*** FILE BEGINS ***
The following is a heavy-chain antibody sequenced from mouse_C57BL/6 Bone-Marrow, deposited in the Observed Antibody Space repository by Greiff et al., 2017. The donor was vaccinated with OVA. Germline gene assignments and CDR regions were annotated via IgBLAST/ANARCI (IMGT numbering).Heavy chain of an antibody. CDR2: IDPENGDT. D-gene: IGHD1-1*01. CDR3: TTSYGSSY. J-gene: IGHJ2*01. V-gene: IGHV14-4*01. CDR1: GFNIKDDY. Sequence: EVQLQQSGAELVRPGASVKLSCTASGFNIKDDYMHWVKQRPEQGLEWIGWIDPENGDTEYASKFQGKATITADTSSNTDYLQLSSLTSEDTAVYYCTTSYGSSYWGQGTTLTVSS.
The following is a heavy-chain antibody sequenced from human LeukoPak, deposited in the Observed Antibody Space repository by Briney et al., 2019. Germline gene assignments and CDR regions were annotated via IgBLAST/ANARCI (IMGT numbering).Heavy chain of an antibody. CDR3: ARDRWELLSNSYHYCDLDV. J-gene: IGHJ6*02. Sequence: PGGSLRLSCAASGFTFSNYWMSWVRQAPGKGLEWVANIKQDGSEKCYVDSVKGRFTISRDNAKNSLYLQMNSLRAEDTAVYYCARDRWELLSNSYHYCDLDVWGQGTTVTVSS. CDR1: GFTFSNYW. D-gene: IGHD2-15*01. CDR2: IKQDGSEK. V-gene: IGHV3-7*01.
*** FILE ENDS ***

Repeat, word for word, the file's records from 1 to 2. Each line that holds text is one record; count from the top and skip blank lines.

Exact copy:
The following is a heavy-chain antibody sequenced from mouse_C57BL/6 Bone-Marrow, deposited in the Observed Antibody Space repository by Greiff et al., 2017. The donor was vaccinated with OVA. Germline gene assignments and CDR regions were annotated via IgBLAST/ANARCI (IMGT numbering).Heavy chain of an antibody. CDR2: IDPENGDT. D-gene: IGHD1-1*01. CDR3: TTSYGSSY. J-gene: IGHJ2*01. V-gene: IGHV14-4*01. CDR1: GFNIKDDY. Sequence: EVQLQQSGAELVRPGASVKLSCTASGFNIKDDYMHWVKQRPEQGLEWIGWIDPENGDTEYASKFQGKATITADTSSNTDYLQLSSLTSEDTAVYYCTTSYGSSYWGQGTTLTVSS.
The following is a heavy-chain antibody sequenced from human LeukoPak, deposited in the Observed Antibody Space repository by Briney et al., 2019. Germline gene assignments and CDR regions were annotated via IgBLAST/ANARCI (IMGT numbering).Heavy chain of an antibody. CDR3: ARDRWELLSNSYHYCDLDV. J-gene: IGHJ6*02. Sequence: PGGSLRLSCAASGFTFSNYWMSWVRQAPGKGLEWVANIKQDGSEKCYVDSVKGRFTISRDNAKNSLYLQMNSLRAEDTAVYYCARDRWELLSNSYHYCDLDVWGQGTTVTVSS. CDR1: GFTFSNYW. D-gene: IGHD2-15*01. CDR2: IKQDGSEK. V-gene: IGHV3-7*01.